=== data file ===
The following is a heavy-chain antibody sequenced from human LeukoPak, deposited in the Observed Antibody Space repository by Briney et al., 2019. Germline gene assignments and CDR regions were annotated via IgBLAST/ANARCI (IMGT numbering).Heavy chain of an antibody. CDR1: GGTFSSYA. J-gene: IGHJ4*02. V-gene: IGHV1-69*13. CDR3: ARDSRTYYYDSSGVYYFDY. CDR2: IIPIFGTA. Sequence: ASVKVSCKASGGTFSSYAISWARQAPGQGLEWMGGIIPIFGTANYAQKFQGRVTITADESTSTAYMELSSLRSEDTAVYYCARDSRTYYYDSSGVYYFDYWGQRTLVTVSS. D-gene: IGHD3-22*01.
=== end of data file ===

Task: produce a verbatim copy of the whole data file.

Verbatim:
The following is a heavy-chain antibody sequenced from human LeukoPak, deposited in the Observed Antibody Space repository by Briney et al., 2019. Germline gene assignments and CDR regions were annotated via IgBLAST/ANARCI (IMGT numbering).Heavy chain of an antibody. CDR1: GGTFSSYA. J-gene: IGHJ4*02. V-gene: IGHV1-69*13. CDR3: ARDSRTYYYDSSGVYYFDY. CDR2: IIPIFGTA. Sequence: ASVKVSCKASGGTFSSYAISWARQAPGQGLEWMGGIIPIFGTANYAQKFQGRVTITADESTSTAYMELSSLRSEDTAVYYCARDSRTYYYDSSGVYYFDYWGQRTLVTVSS. D-gene: IGHD3-22*01.